“Many reinsurers are watchful of the hurricane season and a threat of another financial crisis,” Jacopo D’Antonio, the chief underwriting officer of Aspen Re’s European unit, said in an interview from Zurich. “The events of the first and the second quarter have started to erode many reinsurers’ excess capital and flexibility is declining.”
June marked the beginning of the Atlantic hurricane season, which runs through November. Hurricanes caused $152.4 billion in insured losses in the U.S. from 1990 to 2009 and accounted for 45 percent of the country’s catastrophic losses in the period, according to the Insurance Information Institute in New York.
This year the industry may be under greater strain because of the claims already amassed from tornadoes in the U.S. in April and May, as well as the earthquakes in Japan and New Zealand, and floods in Australia. Forecasts call for the Atlantic to be more active than in an average year, which produces 11 named storms. The Atlantic has a 65 percent chance of producing 12 to 18 storms, with six to 10 of them becoming hurricanes, according to the U.S. Climate Prediction Center.
Reinsurers including Aspen Re, Scor, Catlin Re and Willis Re meet in Zurich today to discuss pressure from new regulation and the effects from natural catastrophe losses, reinsurance rates and the current debt crisis.
“The catastrophes we’ve had in the first quarter are equivalent to the total of catastrophes we’ve had in 2010, so yes, it will impact on the profitability of businesses going forward,” Richard Ward, chief executive officer of Lloyd’s of London, said in an interview with Bloomberg Television’s “InBusiness with Margaret Brennan” on June 24.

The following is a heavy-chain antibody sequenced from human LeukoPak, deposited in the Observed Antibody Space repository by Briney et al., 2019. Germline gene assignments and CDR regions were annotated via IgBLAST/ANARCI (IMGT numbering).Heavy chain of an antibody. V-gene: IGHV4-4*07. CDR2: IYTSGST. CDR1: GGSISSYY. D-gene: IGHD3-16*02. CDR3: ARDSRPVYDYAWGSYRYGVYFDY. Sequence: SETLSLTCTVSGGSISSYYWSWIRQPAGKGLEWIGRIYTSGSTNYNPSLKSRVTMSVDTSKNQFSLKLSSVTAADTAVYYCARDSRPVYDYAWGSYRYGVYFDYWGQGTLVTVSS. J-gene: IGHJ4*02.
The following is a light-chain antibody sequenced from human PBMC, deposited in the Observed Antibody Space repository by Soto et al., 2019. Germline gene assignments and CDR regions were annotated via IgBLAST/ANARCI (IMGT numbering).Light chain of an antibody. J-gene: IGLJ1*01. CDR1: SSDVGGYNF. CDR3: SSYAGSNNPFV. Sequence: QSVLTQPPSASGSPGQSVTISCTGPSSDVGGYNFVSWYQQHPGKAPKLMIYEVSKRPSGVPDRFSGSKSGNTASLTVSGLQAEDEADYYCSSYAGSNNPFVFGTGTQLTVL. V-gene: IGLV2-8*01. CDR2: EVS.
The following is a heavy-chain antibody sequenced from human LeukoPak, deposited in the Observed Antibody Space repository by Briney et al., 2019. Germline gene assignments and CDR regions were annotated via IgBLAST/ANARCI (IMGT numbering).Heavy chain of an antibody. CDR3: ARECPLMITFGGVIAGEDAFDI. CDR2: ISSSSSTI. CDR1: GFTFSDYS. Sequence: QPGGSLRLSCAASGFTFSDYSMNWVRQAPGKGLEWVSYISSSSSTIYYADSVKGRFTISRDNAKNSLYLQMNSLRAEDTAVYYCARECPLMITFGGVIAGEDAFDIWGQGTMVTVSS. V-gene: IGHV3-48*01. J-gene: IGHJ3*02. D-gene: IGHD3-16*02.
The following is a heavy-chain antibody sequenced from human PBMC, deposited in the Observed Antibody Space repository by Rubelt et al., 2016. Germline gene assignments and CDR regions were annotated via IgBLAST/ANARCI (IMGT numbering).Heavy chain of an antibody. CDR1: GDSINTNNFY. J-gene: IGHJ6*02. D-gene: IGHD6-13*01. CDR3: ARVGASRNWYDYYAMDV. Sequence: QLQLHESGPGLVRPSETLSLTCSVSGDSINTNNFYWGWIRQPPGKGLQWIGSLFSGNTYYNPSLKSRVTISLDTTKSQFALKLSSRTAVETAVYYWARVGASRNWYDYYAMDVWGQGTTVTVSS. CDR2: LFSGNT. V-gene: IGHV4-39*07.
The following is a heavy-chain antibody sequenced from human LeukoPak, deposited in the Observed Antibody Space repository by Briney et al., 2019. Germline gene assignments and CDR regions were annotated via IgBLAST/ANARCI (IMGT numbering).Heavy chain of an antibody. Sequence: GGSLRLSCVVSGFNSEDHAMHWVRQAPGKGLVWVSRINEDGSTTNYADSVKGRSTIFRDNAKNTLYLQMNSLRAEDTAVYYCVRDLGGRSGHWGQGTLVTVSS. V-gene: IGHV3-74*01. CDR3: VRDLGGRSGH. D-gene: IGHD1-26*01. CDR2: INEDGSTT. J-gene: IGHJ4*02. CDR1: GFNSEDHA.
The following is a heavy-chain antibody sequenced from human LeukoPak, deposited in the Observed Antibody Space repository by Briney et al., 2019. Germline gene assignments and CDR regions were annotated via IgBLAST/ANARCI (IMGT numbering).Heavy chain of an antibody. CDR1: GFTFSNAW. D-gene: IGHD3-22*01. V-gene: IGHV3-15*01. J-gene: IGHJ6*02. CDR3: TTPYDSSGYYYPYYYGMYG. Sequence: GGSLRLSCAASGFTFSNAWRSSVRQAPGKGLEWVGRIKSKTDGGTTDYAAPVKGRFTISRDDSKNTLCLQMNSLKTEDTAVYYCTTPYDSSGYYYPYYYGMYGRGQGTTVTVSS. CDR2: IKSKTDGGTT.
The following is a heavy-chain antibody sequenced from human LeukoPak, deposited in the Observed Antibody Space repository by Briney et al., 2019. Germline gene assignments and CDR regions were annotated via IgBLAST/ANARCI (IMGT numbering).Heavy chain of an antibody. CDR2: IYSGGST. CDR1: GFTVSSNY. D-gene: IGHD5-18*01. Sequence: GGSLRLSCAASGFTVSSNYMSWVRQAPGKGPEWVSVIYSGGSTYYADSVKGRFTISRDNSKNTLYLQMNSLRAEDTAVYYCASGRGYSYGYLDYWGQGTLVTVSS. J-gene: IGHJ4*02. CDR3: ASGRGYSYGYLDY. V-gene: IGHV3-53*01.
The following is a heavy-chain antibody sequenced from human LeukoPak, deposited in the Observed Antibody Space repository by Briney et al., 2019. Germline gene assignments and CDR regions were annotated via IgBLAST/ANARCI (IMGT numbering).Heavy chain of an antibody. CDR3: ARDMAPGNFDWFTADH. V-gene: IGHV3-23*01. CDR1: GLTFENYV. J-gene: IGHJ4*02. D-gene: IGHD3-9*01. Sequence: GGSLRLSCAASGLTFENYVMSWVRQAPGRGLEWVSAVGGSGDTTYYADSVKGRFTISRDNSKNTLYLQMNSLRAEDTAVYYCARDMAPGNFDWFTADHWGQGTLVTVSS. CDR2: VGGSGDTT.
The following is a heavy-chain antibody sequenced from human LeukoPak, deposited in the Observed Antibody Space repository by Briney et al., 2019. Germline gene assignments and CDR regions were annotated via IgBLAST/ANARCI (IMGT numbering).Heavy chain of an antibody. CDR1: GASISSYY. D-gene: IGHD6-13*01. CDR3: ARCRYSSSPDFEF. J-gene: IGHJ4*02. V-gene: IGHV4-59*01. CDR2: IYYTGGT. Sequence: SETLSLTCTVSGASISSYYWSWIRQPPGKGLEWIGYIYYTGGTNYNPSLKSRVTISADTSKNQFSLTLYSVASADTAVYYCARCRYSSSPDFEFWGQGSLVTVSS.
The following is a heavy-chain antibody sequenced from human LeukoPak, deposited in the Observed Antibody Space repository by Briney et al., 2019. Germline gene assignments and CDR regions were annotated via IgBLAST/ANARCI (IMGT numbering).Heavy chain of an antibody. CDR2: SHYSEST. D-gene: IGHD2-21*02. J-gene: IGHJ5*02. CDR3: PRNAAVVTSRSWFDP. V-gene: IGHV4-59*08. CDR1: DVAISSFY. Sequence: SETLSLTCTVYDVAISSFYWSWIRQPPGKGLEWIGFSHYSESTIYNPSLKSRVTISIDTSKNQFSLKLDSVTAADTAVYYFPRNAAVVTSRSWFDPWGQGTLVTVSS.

Meanwhile, it is becoming harder for reinsurers to make an underwriting profit as the economic environment has depressed investment income while reinsurance prices have declined.
“Rates have been pushed down significantly over recent years to close to unprofitable levels and they now need to recover,” Ward said.
If another financial crisis occurs because of a sudden Greek default and reinsurance rates don’t go up, this could lead to consolidation among reinsurers, according to D’Antonio.
“Companies that are not diversified and focus on one single product, for instance writing mostly property-catastrophe business, are more vulnerable and might go through a process of consolidation in case of further natural-catastrophe activity,” he said.
Transatlantic Holdings Inc. (TRH) agreed to merge with Allied World Assurance Co. Holdings AG, based in Zug, Switzerland, on June 12 in a $3.2 billion deal, and Bermuda-based Alterra Capital Holdings Ltd. was formed last year by the merger of Max Capital Ltd. and Harbor Point Ltd. as clients and investors prefer carriers with larger capital bases.
The European debt crisis “is one of many potential risks which is calling for more diversification,” Peter Schmidt, CEO of Catlin Re Switzerland, said in Zurich today. “Insurers and reinsurers should diversify their investments more and primary insurers should buy reinsurance from a broad group of companies and not just from a few providers.”
While losses from direct holdings in Greek government bonds wouldn’t be devastating, the greater risk would be a contagion that spreads to bigger economies in Europe, said Christian Muschick, a Frankfurt-based analyst with Silvia Quandt Research.
“Only if a Greek default causes Italy and perhaps Spain to default could this be life-threatening to some companies,” Muschick said.
Fitch Ratings said on June 27 that European insurers’ holdings in Greek, Italian and Portuguese sovereign bonds are “manageable,” adding that companies could be downgraded if the risks of contagion “lead to a protracted period of severe and broad impact across the European markets, with significant credit spread widening and sharp falls in market values.”
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